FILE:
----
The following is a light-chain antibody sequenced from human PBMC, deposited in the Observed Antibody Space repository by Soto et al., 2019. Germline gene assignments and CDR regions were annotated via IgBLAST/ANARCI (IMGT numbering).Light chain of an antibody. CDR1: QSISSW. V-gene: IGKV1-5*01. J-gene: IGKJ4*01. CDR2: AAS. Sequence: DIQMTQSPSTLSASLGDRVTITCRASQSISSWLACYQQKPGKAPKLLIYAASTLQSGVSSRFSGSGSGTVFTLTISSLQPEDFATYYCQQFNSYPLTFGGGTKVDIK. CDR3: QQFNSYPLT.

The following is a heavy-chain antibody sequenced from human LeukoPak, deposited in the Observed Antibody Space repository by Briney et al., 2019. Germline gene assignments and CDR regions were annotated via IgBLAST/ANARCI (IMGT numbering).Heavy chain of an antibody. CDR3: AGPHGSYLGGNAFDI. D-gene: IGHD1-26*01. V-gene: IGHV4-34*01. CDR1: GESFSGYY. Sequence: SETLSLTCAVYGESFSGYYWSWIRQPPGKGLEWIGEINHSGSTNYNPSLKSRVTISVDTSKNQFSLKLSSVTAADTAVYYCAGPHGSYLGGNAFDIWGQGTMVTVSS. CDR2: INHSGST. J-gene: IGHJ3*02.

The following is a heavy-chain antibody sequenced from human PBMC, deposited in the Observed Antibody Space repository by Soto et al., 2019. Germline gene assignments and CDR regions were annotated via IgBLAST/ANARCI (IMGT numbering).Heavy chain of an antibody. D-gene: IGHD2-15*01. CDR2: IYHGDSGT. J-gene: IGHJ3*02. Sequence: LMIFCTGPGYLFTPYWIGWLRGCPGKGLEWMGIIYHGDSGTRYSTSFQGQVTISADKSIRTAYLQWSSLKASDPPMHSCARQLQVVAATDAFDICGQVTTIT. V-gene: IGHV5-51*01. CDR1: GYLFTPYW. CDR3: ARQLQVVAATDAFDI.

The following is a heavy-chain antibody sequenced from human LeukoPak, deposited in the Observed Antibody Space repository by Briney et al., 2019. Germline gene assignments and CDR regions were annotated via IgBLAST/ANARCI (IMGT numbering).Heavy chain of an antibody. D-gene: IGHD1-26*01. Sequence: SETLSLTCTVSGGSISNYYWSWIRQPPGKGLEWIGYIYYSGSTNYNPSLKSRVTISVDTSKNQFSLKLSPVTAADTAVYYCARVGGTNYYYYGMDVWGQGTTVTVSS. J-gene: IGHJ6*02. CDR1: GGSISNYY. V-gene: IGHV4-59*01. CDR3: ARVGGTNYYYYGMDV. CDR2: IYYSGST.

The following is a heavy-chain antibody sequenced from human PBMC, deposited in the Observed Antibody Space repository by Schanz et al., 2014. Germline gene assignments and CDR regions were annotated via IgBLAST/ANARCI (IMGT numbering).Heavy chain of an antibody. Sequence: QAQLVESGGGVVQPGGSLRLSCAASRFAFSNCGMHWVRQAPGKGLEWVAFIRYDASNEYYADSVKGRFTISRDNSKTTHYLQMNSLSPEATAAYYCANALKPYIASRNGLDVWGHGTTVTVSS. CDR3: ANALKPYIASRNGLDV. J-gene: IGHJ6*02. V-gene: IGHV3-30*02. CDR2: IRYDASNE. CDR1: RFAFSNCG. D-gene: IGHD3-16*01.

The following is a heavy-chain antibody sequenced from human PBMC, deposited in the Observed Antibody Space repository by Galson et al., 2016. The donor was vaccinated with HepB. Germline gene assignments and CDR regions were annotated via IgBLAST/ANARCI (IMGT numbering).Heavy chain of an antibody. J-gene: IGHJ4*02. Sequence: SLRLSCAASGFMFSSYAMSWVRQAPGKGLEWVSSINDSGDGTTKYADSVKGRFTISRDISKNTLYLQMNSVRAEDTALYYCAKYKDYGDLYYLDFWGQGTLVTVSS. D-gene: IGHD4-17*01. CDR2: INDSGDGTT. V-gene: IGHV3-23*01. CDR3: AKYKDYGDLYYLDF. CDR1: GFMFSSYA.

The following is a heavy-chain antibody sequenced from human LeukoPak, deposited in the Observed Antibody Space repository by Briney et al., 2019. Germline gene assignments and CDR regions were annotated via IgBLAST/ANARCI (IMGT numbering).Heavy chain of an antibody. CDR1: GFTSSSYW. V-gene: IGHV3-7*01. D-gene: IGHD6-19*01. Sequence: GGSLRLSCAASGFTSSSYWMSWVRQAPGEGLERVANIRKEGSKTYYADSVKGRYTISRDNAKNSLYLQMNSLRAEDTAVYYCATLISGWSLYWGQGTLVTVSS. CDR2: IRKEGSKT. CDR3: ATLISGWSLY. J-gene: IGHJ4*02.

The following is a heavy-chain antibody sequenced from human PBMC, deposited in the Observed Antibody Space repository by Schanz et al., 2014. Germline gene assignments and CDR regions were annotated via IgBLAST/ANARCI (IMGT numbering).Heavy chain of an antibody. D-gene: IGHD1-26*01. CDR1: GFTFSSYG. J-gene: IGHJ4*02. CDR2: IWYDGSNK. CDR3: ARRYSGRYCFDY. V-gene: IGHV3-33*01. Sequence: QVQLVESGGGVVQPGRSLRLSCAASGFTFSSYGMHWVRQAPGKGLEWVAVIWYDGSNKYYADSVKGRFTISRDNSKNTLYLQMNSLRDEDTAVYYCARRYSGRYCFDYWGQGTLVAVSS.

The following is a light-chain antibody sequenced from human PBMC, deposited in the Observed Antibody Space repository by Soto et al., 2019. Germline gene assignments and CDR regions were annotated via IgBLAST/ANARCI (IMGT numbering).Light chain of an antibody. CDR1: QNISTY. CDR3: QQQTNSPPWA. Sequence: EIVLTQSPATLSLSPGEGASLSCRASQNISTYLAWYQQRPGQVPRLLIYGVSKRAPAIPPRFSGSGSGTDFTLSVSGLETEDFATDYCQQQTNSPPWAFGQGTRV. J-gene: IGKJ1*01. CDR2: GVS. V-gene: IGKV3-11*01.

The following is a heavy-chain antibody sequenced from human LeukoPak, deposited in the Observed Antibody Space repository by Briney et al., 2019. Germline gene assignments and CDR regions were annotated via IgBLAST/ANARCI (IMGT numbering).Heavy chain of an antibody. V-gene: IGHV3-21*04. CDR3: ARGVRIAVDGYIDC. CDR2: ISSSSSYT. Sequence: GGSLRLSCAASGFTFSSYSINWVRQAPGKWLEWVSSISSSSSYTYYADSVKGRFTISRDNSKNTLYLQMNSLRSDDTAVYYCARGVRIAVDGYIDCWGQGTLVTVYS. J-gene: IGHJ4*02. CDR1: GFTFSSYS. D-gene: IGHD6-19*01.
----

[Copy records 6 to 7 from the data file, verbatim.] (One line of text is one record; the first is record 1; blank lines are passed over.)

The following is a heavy-chain antibody sequenced from human PBMC, deposited in the Observed Antibody Space repository by Galson et al., 2016. The donor was vaccinated with HepB. Germline gene assignments and CDR regions were annotated via IgBLAST/ANARCI (IMGT numbering).Heavy chain of an antibody. J-gene: IGHJ4*02. Sequence: SLRLSCAASGFMFSSYAMSWVRQAPGKGLEWVSSINDSGDGTTKYADSVKGRFTISRDISKNTLYLQMNSVRAEDTALYYCAKYKDYGDLYYLDFWGQGTLVTVSS. D-gene: IGHD4-17*01. CDR2: INDSGDGTT. V-gene: IGHV3-23*01. CDR3: AKYKDYGDLYYLDF. CDR1: GFMFSSYA.

The following is a heavy-chain antibody sequenced from human LeukoPak, deposited in the Observed Antibody Space repository by Briney et al., 2019. Germline gene assignments and CDR regions were annotated via IgBLAST/ANARCI (IMGT numbering).Heavy chain of an antibody. CDR1: GFTSSSYW. V-gene: IGHV3-7*01. D-gene: IGHD6-19*01. Sequence: GGSLRLSCAASGFTSSSYWMSWVRQAPGEGLERVANIRKEGSKTYYADSVKGRYTISRDNAKNSLYLQMNSLRAEDTAVYYCATLISGWSLYWGQGTLVTVSS. CDR2: IRKEGSKT. CDR3: ATLISGWSLY. J-gene: IGHJ4*02.